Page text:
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Zuckerberg needs to man up

According to The Wall Street Journal, Facebook may be entering into a settlement agreement with the Federal Trade Commission regarding when Facebook subscribers are notified about the changes in the use of their personal information. Facebook will allegedly submit its privacy practices to an outside audit for 20 years.

Mr. Zuckerberg would, according to the article, like to make it easier for subscribers to control how much of their personal data is released to the public.

If I were investing in Facebook, LinkedIn, or Twitter, and read Mr. Zuckerberg’s last statement about making user control over privacy easier, I’d dump the stock. It’s like a cattle rancher telling his herd, I’ll make it easier for you to escape.

The information that Facebook collects is the raw resource that it converts into ad and other sales. The more information that he can package for sale to advertisers and other data aggregators, the better it is for Facebook and other social media firms. Better meaning greater profit.

By failing to get in front of regulators, all he has done is driven up the cost of acquiring his most important factor input: personal information. A good cattle rancher knows how to head of the herd at the pass.

Debbie does broadband

Posted August 6th, 2011 in Broadband, cable television, pornography and tagged , , , , , by Alton Drew

An article in The Wall Street Journal discussing the business upside of internet pornography. Cable television is seeing their, shall we say, prurient interest being eaten by free availability of pornography on adult websites. Not exactly one of the coming attractions that we think of as a tool for inciting interest in broadband.

With the exception of potential new privacy protection measures from the federal government on the horizon, consumers may feel even more comfortable visiting these sites. Not only will consumers get a rise out of this, but investor expectations and valuations of online porn entertainment ventures may get a lift as well.

France wants more Internet regulation

Posted May 23rd, 2011 in Internet, privacy and tagged , , , , by Alton Drew

The Wall Street Journal yesterday reported that French president Nicolas Sarkozy wants to get the most out of the Internet as an engine for economic growth while regulating it to protect consumer privacy and the copyrights of content producers. Meanwhile, President Obama has just landed in Ireland and I expect the president to echo Mr. Sarkozy’s sentiments.

While there is nothing wrong with disclosure statements regarding what may be done with a consumer’s personally identifiable information that is submitted to a website nor enforcing the copyrights of artists, scholars, and other content providers, neither Europe or the United States should promote regulations that reach to internal management decisions of broadband access companies.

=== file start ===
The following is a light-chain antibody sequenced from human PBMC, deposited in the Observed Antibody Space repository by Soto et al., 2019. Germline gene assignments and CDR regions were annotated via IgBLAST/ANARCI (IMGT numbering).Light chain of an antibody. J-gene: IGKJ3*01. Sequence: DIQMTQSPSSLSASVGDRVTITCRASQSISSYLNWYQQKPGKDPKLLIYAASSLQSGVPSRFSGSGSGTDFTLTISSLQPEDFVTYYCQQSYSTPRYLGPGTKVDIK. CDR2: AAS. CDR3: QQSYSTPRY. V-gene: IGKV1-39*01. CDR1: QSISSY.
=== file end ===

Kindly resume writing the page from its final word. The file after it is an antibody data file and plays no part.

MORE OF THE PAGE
Do we really need a do not track bill or a please learn to parent in the Internet age bill

Posted May 8th, 2011 in privacy and tagged , , , by Alton Drew

According to The Wall Street Journal, the dynamic duo of U.S. Representative Edward Markey, Democrat of Massachusetts, and U.S. Representative Joseph Barton, Republican of Texas, have introduced legislation that would prohibit companies from using information gathered from websites on children under the age of 18 for targeted marketing purposes.

It’s always interesting how our representatives ignore the beginning of any process. My nine year-old gets home and asks me, “Daddy. Can I go to XYZ website?” “No”, I respond. “Daddy. Can I go to 1-2-3 website?” “No, I respond.” “Daddy. Can I go to ABC website?” “Hell no”, I respond.

Get the drift?

Maybe we should have a law that punishes parents who not only let their kids get on the Internet unsupervised, but allow them to enter personal information in the first place.

Message to parents: “No.”

Happy Mothers’ Day.

Google Gets Shafted By FTC on consumer privacy. Where’s the consideration?

Thanks to the czarina of tech news, Cecilia Kang at The Washington Post, for herarticle on the settlement agreement between Google and the Federal Trade Commission.

The FTC, who I think was unfairly described as a regulatory lapdog by the Center for Digital Democracy, got Google to agree to rework its privacy policy and audit itself periodically. If not, then the company is looking at a fine of $16,000 per violation.

That’s a lot of cheese given Google’s size and blonde ambition for some of Facebook’s market share in the “we’re making money off of free consumer-provided content” industry.

But that’s the thing about free. Social media and social networking is free, at least access wise, for the consumer. The consumer gets to add followers on Twitter like Jesus added disciples in Galilee. Consumers add so many friends on Facebook that shows like “Living Single” and “Friends” would have never got on the air in the first place if social networking were around in the 1990s. All this networking for free.

In the legal world parlance, if a consumer is getting this unprecedented access to people who would otherwise walk past them without speaking, where is the consideration due to Facebook, Google, and Twitter? Why shouldn’t they get something for all they have invested into making the consumer feel like they are putting together their very own virtual mafia family?

Sure one can argue equity for the social network consumer who wants to know how much information about him is being put out there. The real problem, however, is the consumer’s unwillingness to educate himself about the basics of a medium that to this day its power he doth not appreciate.

The bottom-line is that concerns about privacy in the digital age are being blown out of proportion. If you don’t want it out there, keep it to yourself. Otherwise, learn how to leverage and make a market for the content you put out there.